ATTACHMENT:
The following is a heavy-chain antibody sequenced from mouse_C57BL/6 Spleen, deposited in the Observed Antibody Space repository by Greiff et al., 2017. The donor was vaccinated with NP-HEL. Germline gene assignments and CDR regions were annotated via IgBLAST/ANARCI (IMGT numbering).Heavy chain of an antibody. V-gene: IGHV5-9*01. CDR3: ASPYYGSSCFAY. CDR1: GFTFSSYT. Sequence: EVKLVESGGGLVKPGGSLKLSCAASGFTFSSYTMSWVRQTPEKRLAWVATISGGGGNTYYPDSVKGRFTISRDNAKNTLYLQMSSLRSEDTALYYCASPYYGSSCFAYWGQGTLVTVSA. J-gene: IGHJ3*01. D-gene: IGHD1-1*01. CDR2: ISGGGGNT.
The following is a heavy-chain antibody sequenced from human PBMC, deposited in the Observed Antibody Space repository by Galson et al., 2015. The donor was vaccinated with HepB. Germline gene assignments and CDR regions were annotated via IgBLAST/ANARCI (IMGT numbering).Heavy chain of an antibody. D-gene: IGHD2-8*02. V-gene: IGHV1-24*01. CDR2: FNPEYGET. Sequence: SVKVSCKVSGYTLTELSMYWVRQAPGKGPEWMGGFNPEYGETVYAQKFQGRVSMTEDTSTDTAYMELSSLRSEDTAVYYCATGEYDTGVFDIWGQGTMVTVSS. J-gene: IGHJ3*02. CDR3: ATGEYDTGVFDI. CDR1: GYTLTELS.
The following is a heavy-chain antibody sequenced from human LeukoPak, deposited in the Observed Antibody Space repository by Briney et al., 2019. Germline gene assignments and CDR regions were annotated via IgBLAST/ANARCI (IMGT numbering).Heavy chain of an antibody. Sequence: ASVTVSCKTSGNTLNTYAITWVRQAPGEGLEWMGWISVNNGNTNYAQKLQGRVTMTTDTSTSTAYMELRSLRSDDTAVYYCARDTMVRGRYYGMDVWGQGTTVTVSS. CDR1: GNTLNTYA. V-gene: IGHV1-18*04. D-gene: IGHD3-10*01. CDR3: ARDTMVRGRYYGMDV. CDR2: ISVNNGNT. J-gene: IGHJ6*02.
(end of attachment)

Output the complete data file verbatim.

The following is a heavy-chain antibody sequenced from mouse_C57BL/6 Spleen, deposited in the Observed Antibody Space repository by Greiff et al., 2017. The donor was vaccinated with NP-HEL. Germline gene assignments and CDR regions were annotated via IgBLAST/ANARCI (IMGT numbering).Heavy chain of an antibody. V-gene: IGHV5-9*01. CDR3: ASPYYGSSCFAY. CDR1: GFTFSSYT. Sequence: EVKLVESGGGLVKPGGSLKLSCAASGFTFSSYTMSWVRQTPEKRLAWVATISGGGGNTYYPDSVKGRFTISRDNAKNTLYLQMSSLRSEDTALYYCASPYYGSSCFAYWGQGTLVTVSA. J-gene: IGHJ3*01. D-gene: IGHD1-1*01. CDR2: ISGGGGNT.
The following is a heavy-chain antibody sequenced from human PBMC, deposited in the Observed Antibody Space repository by Galson et al., 2015. The donor was vaccinated with HepB. Germline gene assignments and CDR regions were annotated via IgBLAST/ANARCI (IMGT numbering).Heavy chain of an antibody. D-gene: IGHD2-8*02. V-gene: IGHV1-24*01. CDR2: FNPEYGET. Sequence: SVKVSCKVSGYTLTELSMYWVRQAPGKGPEWMGGFNPEYGETVYAQKFQGRVSMTEDTSTDTAYMELSSLRSEDTAVYYCATGEYDTGVFDIWGQGTMVTVSS. J-gene: IGHJ3*02. CDR3: ATGEYDTGVFDI. CDR1: GYTLTELS.
The following is a heavy-chain antibody sequenced from human LeukoPak, deposited in the Observed Antibody Space repository by Briney et al., 2019. Germline gene assignments and CDR regions were annotated via IgBLAST/ANARCI (IMGT numbering).Heavy chain of an antibody. Sequence: ASVTVSCKTSGNTLNTYAITWVRQAPGEGLEWMGWISVNNGNTNYAQKLQGRVTMTTDTSTSTAYMELRSLRSDDTAVYYCARDTMVRGRYYGMDVWGQGTTVTVSS. CDR1: GNTLNTYA. V-gene: IGHV1-18*04. D-gene: IGHD3-10*01. CDR3: ARDTMVRGRYYGMDV. CDR2: ISVNNGNT. J-gene: IGHJ6*02.